Pollution Cost Surges to Record 65 Euros as Europe Burns Coal
The cost of polluting in Europe surged to a fresh record as a shortage of natural gas prompts electricity producers to burn coal.
Carbon permits exceeded 65 euros ($76) a metric ton on Monday. Prices are rising as European utilities are being forced to burn more coal, with several power producers stepping in to the physical market on Friday to secure cargoes of the dirtiest of fossil fuels ahead of the winter.
Europe has the world’s most ambitious climate plan, but political will is being tested by soaring energy prices. As countries take steps to ease the blow of higher gas and electricity prices on consumers, Spain warned the European Union that measures to reduce emissions “may not stand a sustained period of abusive electricity prices,” according to a Sept. 20 letter.
“A tight gas market should continue to pull EUA prices higher,” Citigroup analysts led by Edward Morse said in a report, referring to European carbon allowances. “Furthermore, coal use in Europe is expect to increase through winter, on lower renewables power generation and planned closures of some nuclear power generation capacity.”
Carbon futures jumped as much as 3.4% to 65.06 euros a ton. Prices almost doubled this year as speculators piled in and fossil fuel prices surged. The rising cost of polluting also boosted the cost of producing electricity, sending German power prices for next year, a European benchmark, up almost 6.7% to a record 114.70 euros a megawatt-hour on Monday.
European utilities are snapping up coal cargoes just before the start of the heating season. A shipment for delivery next month at a major European hub traded at $200 a metric ton on Friday, the highest since 2008, according to traders who saw the transaction on the globalCOAL platform. Coal futures for next year delivery gained as much as 6.5% to $147 a ton Monday, the highest in 13 years.
The gas shortage is also spurring a switch to oil products where possible. An oil-fired reserve power plant in the south of Sweden is seeing its busiest month in more than a decade as the European energy crunch stretches to Scandinavia. While gas-to-oil switching is limited in Europe, there are already signs it’s happening at a greater degree in Asia.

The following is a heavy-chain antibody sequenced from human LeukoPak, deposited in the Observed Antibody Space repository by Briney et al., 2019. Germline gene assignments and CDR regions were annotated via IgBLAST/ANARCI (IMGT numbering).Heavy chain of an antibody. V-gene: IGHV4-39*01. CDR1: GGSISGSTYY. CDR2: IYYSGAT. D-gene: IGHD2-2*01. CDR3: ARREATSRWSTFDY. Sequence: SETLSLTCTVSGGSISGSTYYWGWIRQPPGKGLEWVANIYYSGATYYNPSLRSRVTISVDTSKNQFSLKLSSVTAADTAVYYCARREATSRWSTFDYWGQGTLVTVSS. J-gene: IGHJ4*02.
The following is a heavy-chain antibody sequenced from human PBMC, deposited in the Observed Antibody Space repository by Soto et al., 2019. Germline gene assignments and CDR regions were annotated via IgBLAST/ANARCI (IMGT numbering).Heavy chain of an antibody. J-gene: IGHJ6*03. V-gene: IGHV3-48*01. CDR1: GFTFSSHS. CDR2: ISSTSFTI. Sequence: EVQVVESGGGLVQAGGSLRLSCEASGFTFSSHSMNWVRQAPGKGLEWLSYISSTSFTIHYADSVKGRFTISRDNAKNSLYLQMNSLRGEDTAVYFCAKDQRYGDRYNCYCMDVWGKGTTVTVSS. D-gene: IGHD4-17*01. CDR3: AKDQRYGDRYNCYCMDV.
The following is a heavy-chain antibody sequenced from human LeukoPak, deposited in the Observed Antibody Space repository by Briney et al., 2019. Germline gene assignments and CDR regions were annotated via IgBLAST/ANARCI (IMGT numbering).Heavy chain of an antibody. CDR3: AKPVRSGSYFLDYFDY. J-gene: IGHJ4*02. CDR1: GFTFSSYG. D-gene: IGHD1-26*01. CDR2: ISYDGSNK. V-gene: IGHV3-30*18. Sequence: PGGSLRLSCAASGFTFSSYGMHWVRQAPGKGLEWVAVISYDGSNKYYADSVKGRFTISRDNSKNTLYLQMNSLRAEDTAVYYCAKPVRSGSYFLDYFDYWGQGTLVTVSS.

“The scarcity premium in natural gas is fundamentally justified by a low inventory cushion and the need to destroy demand, but creates knock-on impacts not just for thermal coal and CO2 prices but also for petroleum products,” Goldman Sachs Group Inc. analysts led by Sabine Schels said in a report.
OPEC had already warned it expects global oil markets could be tightened by the shortfall in natural gas, as companies are forced to switch to petroleum for power generation. Goldman continues to expect strong returns from the energy complex, with Brent crude now expected to hit $90 a barrel, the bank said.
The Wall Street giant favors allocation toward energy-intensive commodity indexes like the S&P GSCI as well as index structures that incorporate European carbon prices.
European gas futures traded in the Netherlands surged 10% to 77.24 euros a megawatt-hour, while the next-month contract in the U.K. gained as much as 9% to 191.74 pence a therm. Prices gained even as wind-power output in Britain was at its highest level since May.
Surging prices have already caused several U.K. energy suppliers to collapse, forcing some 1.5 million customers to switch providers.
U.K. energy regulator Ofgem on Sunday appointed Octopus Energy Ltd. to take over customers of failed supplier Avro Energy Inc.
©2021 Bloomberg L.P.